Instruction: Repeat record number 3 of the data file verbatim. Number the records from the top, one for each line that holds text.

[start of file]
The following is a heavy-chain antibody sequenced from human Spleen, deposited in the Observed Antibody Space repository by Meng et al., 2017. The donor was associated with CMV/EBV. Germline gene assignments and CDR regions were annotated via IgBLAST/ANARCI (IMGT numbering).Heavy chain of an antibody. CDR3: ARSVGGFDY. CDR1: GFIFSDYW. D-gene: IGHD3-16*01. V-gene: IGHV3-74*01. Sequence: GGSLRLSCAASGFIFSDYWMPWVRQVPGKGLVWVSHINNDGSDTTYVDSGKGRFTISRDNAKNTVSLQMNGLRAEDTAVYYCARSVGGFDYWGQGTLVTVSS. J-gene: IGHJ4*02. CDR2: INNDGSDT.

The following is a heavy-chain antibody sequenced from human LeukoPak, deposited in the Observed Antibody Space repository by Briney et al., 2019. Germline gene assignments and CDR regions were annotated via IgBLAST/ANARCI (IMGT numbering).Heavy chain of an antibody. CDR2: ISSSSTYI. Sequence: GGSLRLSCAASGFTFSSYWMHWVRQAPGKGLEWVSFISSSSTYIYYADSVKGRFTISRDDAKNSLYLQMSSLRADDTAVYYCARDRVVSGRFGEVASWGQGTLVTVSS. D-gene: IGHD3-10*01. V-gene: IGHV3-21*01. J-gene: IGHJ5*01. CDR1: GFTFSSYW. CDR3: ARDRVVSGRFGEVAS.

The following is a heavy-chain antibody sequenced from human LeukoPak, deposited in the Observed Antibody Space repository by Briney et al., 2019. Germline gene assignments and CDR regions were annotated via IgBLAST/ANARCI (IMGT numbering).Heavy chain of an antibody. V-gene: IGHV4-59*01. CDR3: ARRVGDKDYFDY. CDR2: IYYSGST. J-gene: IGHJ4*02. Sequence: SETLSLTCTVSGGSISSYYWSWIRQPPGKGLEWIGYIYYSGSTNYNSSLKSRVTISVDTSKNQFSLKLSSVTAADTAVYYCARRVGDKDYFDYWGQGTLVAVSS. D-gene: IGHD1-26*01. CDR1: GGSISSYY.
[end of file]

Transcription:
The following is a heavy-chain antibody sequenced from human LeukoPak, deposited in the Observed Antibody Space repository by Briney et al., 2019. Germline gene assignments and CDR regions were annotated via IgBLAST/ANARCI (IMGT numbering).Heavy chain of an antibody. V-gene: IGHV4-59*01. CDR3: ARRVGDKDYFDY. CDR2: IYYSGST. J-gene: IGHJ4*02. Sequence: SETLSLTCTVSGGSISSYYWSWIRQPPGKGLEWIGYIYYSGSTNYNSSLKSRVTISVDTSKNQFSLKLSSVTAADTAVYYCARRVGDKDYFDYWGQGTLVAVSS. D-gene: IGHD1-26*01. CDR1: GGSISSYY.